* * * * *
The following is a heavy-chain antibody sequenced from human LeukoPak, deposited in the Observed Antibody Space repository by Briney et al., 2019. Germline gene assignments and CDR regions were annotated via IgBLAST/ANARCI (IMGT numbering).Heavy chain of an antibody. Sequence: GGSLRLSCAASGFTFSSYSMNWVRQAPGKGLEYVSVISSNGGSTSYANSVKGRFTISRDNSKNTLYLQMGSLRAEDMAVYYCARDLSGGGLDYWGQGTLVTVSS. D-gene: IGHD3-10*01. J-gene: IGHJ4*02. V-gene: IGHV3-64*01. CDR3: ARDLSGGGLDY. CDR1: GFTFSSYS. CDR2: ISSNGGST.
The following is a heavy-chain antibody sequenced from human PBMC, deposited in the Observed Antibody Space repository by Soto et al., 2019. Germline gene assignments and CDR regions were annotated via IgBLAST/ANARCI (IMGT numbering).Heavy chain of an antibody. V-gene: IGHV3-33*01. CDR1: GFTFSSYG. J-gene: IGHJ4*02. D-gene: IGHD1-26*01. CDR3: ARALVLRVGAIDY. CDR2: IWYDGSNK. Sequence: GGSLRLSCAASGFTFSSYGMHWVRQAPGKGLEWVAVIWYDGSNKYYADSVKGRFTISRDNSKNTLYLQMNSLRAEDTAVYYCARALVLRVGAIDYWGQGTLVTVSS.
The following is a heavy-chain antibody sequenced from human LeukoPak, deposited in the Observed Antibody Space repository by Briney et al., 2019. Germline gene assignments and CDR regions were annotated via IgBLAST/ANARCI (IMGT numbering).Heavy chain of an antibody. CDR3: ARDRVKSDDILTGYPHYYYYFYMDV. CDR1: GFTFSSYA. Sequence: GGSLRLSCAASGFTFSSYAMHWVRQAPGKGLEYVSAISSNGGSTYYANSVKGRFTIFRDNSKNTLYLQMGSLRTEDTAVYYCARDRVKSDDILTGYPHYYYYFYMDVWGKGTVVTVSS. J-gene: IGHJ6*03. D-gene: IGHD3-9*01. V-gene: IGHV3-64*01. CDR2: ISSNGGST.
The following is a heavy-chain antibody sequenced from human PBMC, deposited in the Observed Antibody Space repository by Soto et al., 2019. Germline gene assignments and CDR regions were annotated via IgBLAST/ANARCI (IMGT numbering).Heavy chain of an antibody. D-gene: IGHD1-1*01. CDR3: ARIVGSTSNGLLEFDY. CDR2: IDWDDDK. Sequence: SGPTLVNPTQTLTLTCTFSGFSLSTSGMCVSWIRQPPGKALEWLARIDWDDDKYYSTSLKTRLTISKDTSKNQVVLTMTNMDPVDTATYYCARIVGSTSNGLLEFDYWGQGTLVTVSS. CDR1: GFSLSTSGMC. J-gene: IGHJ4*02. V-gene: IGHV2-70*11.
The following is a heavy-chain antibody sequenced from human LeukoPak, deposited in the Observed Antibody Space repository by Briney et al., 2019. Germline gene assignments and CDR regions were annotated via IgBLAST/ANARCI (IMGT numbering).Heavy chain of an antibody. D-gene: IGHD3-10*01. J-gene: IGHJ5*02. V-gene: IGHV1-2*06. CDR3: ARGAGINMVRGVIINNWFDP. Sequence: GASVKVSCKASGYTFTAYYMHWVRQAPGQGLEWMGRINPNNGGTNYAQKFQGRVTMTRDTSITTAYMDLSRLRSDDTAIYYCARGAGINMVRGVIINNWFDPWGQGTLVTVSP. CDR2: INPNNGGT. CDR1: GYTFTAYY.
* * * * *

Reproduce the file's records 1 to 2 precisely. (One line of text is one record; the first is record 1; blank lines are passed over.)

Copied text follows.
The following is a heavy-chain antibody sequenced from human LeukoPak, deposited in the Observed Antibody Space repository by Briney et al., 2019. Germline gene assignments and CDR regions were annotated via IgBLAST/ANARCI (IMGT numbering).Heavy chain of an antibody. Sequence: GGSLRLSCAASGFTFSSYSMNWVRQAPGKGLEYVSVISSNGGSTSYANSVKGRFTISRDNSKNTLYLQMGSLRAEDMAVYYCARDLSGGGLDYWGQGTLVTVSS. D-gene: IGHD3-10*01. J-gene: IGHJ4*02. V-gene: IGHV3-64*01. CDR3: ARDLSGGGLDY. CDR1: GFTFSSYS. CDR2: ISSNGGST.
The following is a heavy-chain antibody sequenced from human PBMC, deposited in the Observed Antibody Space repository by Soto et al., 2019. Germline gene assignments and CDR regions were annotated via IgBLAST/ANARCI (IMGT numbering).Heavy chain of an antibody. V-gene: IGHV3-33*01. CDR1: GFTFSSYG. J-gene: IGHJ4*02. D-gene: IGHD1-26*01. CDR3: ARALVLRVGAIDY. CDR2: IWYDGSNK. Sequence: GGSLRLSCAASGFTFSSYGMHWVRQAPGKGLEWVAVIWYDGSNKYYADSVKGRFTISRDNSKNTLYLQMNSLRAEDTAVYYCARALVLRVGAIDYWGQGTLVTVSS.